Problem 4 [26 pts]: Taylor Swift setlist

Taylor Swift is planning a special event where she will play songs from her three re-released albums (Fearless, Speak Now, and Red) along with folklore, her pandemic hit. You are on her tour team and need to make the setlist: you want the shortest set (in terms of duration) that will satisfy all tastes.

“Having a problem like this, it made it seem like management science could be more applicable to different areas of your life that you may not realize,” said Katherine Stancil, another of Wiberg’s TAs. 

I felt more connected to the cohort. It was very much a bonding experience. And it helped us bond with Holly, too, because you could tell she was passionate about it. Kylee Mattson | Wiberg's student and TA

The students needed to find the optimal setlist, one that covered similar songs as defined by Spotify’s similarity score. They later had to work through curveballs: exactly one song with a special guest, you can only play Begin Again if you also play Dear John, etc. The end game was one optimized setlist, but it ended with one big problem. 

Suboptimal Result


“Holly, where are the vault tracks?”

“It ended up being a 30-minute set, and we were like, ‘Oh, come on.’”


Mattson, Stancil and Jared McHale, another former student and current TA, spoke for the class when they voiced their displeasure with the “correct” answer: a short setlist with poor selections, which generated a half-hour discussion after recitation one day.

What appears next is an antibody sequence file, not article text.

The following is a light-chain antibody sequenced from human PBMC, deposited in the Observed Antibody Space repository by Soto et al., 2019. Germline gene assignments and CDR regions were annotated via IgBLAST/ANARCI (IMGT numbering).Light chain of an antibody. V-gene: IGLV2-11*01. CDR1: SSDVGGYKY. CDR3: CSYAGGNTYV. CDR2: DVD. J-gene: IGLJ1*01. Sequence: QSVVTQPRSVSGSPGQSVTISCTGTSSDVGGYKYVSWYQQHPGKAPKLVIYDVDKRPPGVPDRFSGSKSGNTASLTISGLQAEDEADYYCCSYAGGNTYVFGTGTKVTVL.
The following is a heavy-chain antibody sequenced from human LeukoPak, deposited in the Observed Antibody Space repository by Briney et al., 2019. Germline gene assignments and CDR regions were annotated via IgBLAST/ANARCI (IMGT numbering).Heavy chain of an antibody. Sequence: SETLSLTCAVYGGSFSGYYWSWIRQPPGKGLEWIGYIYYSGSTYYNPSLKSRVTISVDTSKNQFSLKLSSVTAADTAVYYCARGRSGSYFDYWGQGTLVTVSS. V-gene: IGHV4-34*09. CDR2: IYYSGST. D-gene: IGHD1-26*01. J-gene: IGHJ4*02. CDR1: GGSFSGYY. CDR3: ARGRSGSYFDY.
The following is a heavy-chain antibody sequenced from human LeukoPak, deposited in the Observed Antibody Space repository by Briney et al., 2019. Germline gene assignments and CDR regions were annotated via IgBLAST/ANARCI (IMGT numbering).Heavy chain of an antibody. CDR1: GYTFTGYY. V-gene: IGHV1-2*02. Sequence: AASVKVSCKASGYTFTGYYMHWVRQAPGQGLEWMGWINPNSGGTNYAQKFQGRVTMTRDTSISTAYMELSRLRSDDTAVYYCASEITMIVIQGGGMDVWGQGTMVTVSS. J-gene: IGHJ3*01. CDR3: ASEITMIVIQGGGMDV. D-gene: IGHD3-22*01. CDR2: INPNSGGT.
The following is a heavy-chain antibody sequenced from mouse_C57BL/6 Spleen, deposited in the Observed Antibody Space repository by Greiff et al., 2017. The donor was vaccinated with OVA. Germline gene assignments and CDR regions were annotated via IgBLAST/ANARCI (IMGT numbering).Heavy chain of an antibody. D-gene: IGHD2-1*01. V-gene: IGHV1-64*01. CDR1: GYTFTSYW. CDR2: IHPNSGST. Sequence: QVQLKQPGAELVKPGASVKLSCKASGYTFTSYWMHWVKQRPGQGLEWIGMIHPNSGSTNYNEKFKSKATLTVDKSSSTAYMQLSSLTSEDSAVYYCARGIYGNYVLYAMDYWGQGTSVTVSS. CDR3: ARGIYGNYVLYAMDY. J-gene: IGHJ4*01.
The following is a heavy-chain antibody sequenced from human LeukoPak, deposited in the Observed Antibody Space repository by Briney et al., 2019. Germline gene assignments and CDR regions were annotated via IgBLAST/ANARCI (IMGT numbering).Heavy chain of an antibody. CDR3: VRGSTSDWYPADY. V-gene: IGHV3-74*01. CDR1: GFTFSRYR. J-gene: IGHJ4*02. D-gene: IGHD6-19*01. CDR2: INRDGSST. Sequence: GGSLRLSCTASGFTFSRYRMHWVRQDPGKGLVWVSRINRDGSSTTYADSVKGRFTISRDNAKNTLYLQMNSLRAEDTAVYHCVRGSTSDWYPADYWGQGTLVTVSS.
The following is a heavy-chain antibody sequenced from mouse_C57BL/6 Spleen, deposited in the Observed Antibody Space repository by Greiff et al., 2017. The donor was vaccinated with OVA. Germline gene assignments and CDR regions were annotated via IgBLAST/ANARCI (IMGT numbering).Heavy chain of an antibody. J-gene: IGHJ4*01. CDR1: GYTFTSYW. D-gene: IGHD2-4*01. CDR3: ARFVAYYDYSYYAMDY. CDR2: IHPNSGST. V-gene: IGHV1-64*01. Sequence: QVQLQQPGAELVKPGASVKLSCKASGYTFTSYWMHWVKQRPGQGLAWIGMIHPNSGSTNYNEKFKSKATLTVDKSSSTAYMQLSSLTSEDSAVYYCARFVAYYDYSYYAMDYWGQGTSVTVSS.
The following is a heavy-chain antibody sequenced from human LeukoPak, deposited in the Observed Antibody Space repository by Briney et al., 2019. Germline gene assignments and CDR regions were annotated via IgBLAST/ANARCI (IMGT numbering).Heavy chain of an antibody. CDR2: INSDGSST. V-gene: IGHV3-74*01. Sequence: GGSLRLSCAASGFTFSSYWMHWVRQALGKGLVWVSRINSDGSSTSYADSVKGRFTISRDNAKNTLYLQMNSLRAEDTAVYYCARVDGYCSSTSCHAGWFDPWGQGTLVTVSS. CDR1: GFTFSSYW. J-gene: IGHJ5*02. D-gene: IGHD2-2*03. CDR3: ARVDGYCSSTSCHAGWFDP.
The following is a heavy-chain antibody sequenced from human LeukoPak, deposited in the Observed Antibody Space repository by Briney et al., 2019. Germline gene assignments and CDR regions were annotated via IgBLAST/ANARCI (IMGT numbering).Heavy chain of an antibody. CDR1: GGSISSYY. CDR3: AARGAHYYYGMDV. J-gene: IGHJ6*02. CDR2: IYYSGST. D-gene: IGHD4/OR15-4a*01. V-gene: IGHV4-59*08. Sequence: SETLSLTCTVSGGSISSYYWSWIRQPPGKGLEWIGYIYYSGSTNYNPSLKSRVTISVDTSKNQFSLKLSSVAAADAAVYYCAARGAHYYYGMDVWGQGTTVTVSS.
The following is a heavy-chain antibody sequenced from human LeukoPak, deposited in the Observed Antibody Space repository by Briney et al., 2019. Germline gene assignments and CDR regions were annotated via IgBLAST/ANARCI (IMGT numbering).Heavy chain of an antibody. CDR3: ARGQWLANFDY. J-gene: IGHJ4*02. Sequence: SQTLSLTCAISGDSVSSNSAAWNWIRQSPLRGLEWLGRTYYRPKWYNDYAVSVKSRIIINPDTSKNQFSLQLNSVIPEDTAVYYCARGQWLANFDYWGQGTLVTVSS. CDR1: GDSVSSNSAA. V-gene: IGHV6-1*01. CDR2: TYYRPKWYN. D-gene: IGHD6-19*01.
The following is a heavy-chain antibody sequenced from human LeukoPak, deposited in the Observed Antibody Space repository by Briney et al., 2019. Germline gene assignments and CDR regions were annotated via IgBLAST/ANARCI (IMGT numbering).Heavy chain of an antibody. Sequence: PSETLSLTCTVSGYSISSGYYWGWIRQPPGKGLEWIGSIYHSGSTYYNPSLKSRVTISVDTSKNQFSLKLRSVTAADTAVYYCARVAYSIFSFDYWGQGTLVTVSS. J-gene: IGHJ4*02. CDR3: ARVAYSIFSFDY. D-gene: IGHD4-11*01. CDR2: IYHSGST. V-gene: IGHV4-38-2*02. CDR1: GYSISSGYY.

“Heinz is a really amazing cohort of non-traditional academic people,” Mattson said. “And coming from an institution that was predominately white men, which is not what I am, it’s nice to see diversity in who is educating you and their interests, and them attempting to teach you in a way that you really care about. And I think Dr. Wiberg did that.” 

Stancil’s mother played Taylor for her as a child, turning her clock radio to the country station back when Swift sang such songs, and like Wiberg she shared her fanhood with her sister. Mattson was 14 when Red came out, and “We Are Never Ever Getting Back Together” hooked her. McHale was late to the game, drawn in when Swift began re-releasing her earlier albums, and “then I just listened to her entire discography. And this is where I’m at in my life.” Pairing the ubiquity of Swift fandom with an optimization lesson led to more engagement than usual, and it’s part of what compelled the trio to become TAs this semester. But for Mattson, Stancil and McHale, three graduating Master of Science in Public Policy and Management students, the professor-TA alchemy has resulted in more than a shared interest in an artist.

“She’s connected me to post-docs here that do the kind of work I’m interested in,” Mattson said. “She has just been a great resource in general. And I think she was made a lot more approachable, because you see ‘MIT-educated doctor,’ and I was like, ‘This person is scary,’ and then she did this assignment.”